Published July 02 2010
Politician from North Dakota last to lie in repose
Before West Virginia’s Robert Byrd on Thursday, there was Casselton native William Langer, or “Wild Bill,” one of North Dakota’s most colorful and controversial statesmen. By the time Langer died in 1959, the practice of lying in repose, once popular, had mostly lost traction.
Langer’s special connection to his 19-year stomping ground might explain the stopover in the Senate on the way to a Casselton burial.
“He loved serving as senator,” said Langer’s daughter, Mary Gokey of Fargo. “He worked hard, and he really enjoyed it.”
Langer cut a fearless, larger-than-life figure in state and national politics.
As North Dakota attorney general, he became known as a fierce enforcer of Prohibition, once taking Mandan’s telephone exchange at gunpoint to prevent a tip-off to suspects. As governor, Langer was convicted on corruption charges, acquitted at a later trial and promptly re-elected.
When he was elected to the U.S. Senate in 1940, a group of detractors petitioned to have him removed. Among a litany of accusations, they claimed that as attorney he’d kidnapped a client from jail and persuaded his ex-wife to remarry him so she wouldn’t have to testify against him in a murder trial. The effort failed.
But beyond the controversies, Gokey, 85, recalls her father as a no-nonsense problem-solver who cared deeply about his constituents. She said, “I remember him saying, ‘Oh, I feel so sorry for these men out of California and New York. They don’t know who votes for them. In North Dakota, I know everyone who votes for me.’ ”
Once, Gokey recalls, a farm widow consulted Langer on where to move her outhouse in a letter.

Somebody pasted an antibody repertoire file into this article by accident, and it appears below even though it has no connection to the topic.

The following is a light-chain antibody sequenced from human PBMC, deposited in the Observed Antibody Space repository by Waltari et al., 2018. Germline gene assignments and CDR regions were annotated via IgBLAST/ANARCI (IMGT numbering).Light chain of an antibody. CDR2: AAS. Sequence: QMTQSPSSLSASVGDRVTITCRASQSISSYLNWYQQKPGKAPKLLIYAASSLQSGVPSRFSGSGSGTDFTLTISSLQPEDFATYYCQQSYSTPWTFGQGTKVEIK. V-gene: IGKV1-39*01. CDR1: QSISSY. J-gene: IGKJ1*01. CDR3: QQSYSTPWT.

“I know this farm very well,” he said to her surprise. “I know exactly where she should put her outhouse.”
Langer died of a heart attack in his Washington, D.C., apartment just months after he lost his wife, Lydia, to cancer.
Betty Koed, U.S. Senate associate historian, says through the 19th and early 20th century, lying in repose was common practice. Transporting bodies to their home states wasn’t feasible without proper refrigeration. In those earlier days, senators spent only part of the year in Washington, often without their families. The Senate became an obvious setting for services.
“That became one of the standard options for senators who died in office,” Koed says.
But as transportation became less of issue into the 1940s, says Koed, “these services start getting fewer and far between. It just fell out of practice.”
Langer’s body lay in repose on the Senate floor for an hour or so. It also lay in state at the State Capitol in Bismarck. Langer was buried in the cemetery of St. Leo’s Church in Casselton after his daughters slipped one of his favorite cigars in his jacket pocket.
Readers can reach Forum reporter Mila Koumpilova at (701) 241-5529